Tough times lay ahead for Marine Sgt. Brian Johnston after he lost his right arm and right leg in November 2004 in an explosion while fighting in Iraq.
He had more than 60 operations and nearly 20 months of hospitalization before being discharged from Walter Reed Army Medical Center.
Strangers banded together to help the East Hartford native. A national group helped build him a house in Coventry. He recently moved in.
A large, flat screen plasma television hangs above the fireplace in the living room. The kitchen features granite counter tops and handsome stainless steel appliances. A door leads from the bedroom to a deck that overlooks his 2-acre lot in Coventry.
"It was built right, because it was built by people who cared," says Sgt. Brian Johnston, a Marine who just a few weeks ago moved into the house, which was built by volunteers.
The house may have been free, but Johnston paid dearly in other ways, losing his right arm and right leg while fighting in Iraq more than three years ago.
Johnston, 26, was the subject of a special section in The Courant in 2005.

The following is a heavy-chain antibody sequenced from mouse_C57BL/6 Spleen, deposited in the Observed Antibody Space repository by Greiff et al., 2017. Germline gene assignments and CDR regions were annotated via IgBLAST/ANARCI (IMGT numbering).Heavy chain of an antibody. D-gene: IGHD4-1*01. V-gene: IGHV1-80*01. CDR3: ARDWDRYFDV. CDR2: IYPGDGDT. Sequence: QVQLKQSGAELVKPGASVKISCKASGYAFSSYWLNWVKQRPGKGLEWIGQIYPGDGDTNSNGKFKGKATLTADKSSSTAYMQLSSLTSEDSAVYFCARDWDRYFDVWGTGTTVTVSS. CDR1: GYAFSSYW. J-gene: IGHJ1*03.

Peter Robbins of Vernon, who helped coordinate donations of materials and services, said helping Johnston was gratifying.
"Would I have done this 20 or 30 years ago? Probably not," said Robbins, 57. "But when you get older, your priorities change."
Robbins said dozens of laborers, contractors and businesses from Greater Hartford helped build the house, as part of a six-month effort coordinated by the Massachusetts-based group Homes for Our Troops.
A key ceremony, celebrating the completion of the project, was held last month and featured a speech by Attorney General Richard Blumenthal and a surprise visit from Johnston's mother, Vera, who flew in from Utah. Because of a few loose ends, though, Johnston did not receive clearance to move in until mid-January.
"It's weird to have something this nice," he said while sitting at his kitchen table. "Most people my age get a fixer-upper."
He added, "It's really unbelievable what they did, because I think it turned out better than anybody expected."
Johnston spent almost two years in hospitals after his injury, and had since been living with friends in Ellington.
He has a 2002 Pontiac Grand Prix, which he frequently drives to Rhode Island, where he is co-owner of a garden supply company.
With career and housing issues resolved, he said he is looking forward to buying another car and fixing it up so he can pursue his true passion.